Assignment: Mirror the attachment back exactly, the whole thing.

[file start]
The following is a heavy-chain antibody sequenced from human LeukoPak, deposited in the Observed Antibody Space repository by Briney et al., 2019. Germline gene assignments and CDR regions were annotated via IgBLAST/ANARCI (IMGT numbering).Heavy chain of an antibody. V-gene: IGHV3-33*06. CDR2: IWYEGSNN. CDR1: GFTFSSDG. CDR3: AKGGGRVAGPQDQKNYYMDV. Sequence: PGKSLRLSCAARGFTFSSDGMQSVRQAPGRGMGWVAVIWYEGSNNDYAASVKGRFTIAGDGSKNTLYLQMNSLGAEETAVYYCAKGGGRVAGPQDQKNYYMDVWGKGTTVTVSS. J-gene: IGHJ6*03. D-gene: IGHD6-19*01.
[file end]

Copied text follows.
The following is a heavy-chain antibody sequenced from human LeukoPak, deposited in the Observed Antibody Space repository by Briney et al., 2019. Germline gene assignments and CDR regions were annotated via IgBLAST/ANARCI (IMGT numbering).Heavy chain of an antibody. V-gene: IGHV3-33*06. CDR2: IWYEGSNN. CDR1: GFTFSSDG. CDR3: AKGGGRVAGPQDQKNYYMDV. Sequence: PGKSLRLSCAARGFTFSSDGMQSVRQAPGRGMGWVAVIWYEGSNNDYAASVKGRFTIAGDGSKNTLYLQMNSLGAEETAVYYCAKGGGRVAGPQDQKNYYMDVWGKGTTVTVSS. J-gene: IGHJ6*03. D-gene: IGHD6-19*01.